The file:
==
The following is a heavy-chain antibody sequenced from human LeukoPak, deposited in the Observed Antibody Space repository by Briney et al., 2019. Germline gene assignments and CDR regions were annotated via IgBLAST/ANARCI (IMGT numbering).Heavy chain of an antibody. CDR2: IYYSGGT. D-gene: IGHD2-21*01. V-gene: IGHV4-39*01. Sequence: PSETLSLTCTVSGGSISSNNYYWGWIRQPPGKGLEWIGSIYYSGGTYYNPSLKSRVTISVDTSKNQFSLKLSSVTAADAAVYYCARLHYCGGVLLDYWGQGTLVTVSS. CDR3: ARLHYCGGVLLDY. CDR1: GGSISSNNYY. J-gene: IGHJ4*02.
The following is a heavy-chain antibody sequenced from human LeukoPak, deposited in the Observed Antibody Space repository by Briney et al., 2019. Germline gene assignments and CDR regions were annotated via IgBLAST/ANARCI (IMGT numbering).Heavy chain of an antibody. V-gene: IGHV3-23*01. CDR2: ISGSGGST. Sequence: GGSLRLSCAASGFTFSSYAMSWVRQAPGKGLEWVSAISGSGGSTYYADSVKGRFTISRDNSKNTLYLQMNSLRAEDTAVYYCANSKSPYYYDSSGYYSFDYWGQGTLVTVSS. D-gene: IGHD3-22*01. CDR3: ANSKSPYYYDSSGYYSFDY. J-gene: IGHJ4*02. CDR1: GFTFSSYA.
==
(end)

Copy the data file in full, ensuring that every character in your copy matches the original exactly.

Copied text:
The following is a heavy-chain antibody sequenced from human LeukoPak, deposited in the Observed Antibody Space repository by Briney et al., 2019. Germline gene assignments and CDR regions were annotated via IgBLAST/ANARCI (IMGT numbering).Heavy chain of an antibody. CDR2: IYYSGGT. D-gene: IGHD2-21*01. V-gene: IGHV4-39*01. Sequence: PSETLSLTCTVSGGSISSNNYYWGWIRQPPGKGLEWIGSIYYSGGTYYNPSLKSRVTISVDTSKNQFSLKLSSVTAADAAVYYCARLHYCGGVLLDYWGQGTLVTVSS. CDR3: ARLHYCGGVLLDY. CDR1: GGSISSNNYY. J-gene: IGHJ4*02.
The following is a heavy-chain antibody sequenced from human LeukoPak, deposited in the Observed Antibody Space repository by Briney et al., 2019. Germline gene assignments and CDR regions were annotated via IgBLAST/ANARCI (IMGT numbering).Heavy chain of an antibody. V-gene: IGHV3-23*01. CDR2: ISGSGGST. Sequence: GGSLRLSCAASGFTFSSYAMSWVRQAPGKGLEWVSAISGSGGSTYYADSVKGRFTISRDNSKNTLYLQMNSLRAEDTAVYYCANSKSPYYYDSSGYYSFDYWGQGTLVTVSS. D-gene: IGHD3-22*01. CDR3: ANSKSPYYYDSSGYYSFDY. J-gene: IGHJ4*02. CDR1: GFTFSSYA.